Digital Transformation and Edge, Fog and Cloud Computing
Published on : Monday 08-11-2021
Edge, fog and cloud computer based distributed systems are ideal for digital transformation applications, says Rajabahadur V Arcot.
Companies, working on digital transformation initiatives, are required to invest in strong, powerful, scalable, and secure IT infrastructure capable of supporting the massive data collection and processing requirements. Successful and cost effective implementation of digital transformation requires putting the necessary computing power closest to where it is needed and hence the IT infrastructure is to be built around distributed computer architecture. Adoption of this architecture allows placing processing and storage resources, wherever technically desirable, closer to data generation and usage points. This is realised by the use of edge, fog and cloud computers. Edge computing is the computer processing and storage power available at locations where data generation and usage happens; fog computing provides data, compute, storage, and application services to end-users by extending cloud computing and services to the edge of the network; and cloud computing refers to internet accessed computing resources such as data storage, processing, applications, development tools, software, servers (both physical and virtual servers), and others.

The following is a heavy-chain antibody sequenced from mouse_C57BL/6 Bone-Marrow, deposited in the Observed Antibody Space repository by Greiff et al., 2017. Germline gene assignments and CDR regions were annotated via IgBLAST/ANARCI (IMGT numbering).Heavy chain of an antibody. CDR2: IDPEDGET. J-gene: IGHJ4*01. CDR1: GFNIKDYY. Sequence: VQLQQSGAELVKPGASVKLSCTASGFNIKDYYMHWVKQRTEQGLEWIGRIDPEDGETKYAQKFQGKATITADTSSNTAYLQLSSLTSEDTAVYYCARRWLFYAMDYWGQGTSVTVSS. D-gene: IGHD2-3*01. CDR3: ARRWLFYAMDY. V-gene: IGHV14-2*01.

These three computing resources represent different layers with each layer leveraging the capabilities of the other. The deployment of edge, fog and cloud computers facilitates performing the data processing and analysis work where the data is actually generated instead of transmitting raw data to a central server data centre and sending only the processed information that requires to be processed further by the central server. This leads to optimal use of computing resources for better performance.
Edge computing involves the deployment of computing and storage resources at the location where data is produced and is central to the success of digital transformation as it helps to unlock the potential of the vast data that IIoT and other connected devices generate. In the context of manufacturing companies, it provides an efficient and cost effective way to collect and process valuable data from various machines and equipment and machinery in industrial plants. Benefits of edge computing are that it minimises delays in data processing, facilitates real-time data processing, and reduces network traffic. The use of edge computing results in the optimal use of data processing power and in reducing the load on the central server and network.
Fog computer gathers data from edge computers or IIoT devices, processes them, and generates output. It is typically located close to a cluster of edge computers/IIoT devices. With the use of fog computing, the efficiency, security, and privacy of the overall system are improved. Working in conjunction with edge computers, fog computers improve the response time and reduce bandwidth usage as only the need-based minimal amount of data is exchanged both with the edge computer and cloud. Edge computer force multiplies the power of edge computing and is often used in cases where it is technically and economically more efficient to gather, process and act on chunks of data that are interrelated and emanate from a cluster of edge computing devices or sensors and actuators embedded to plant equipment.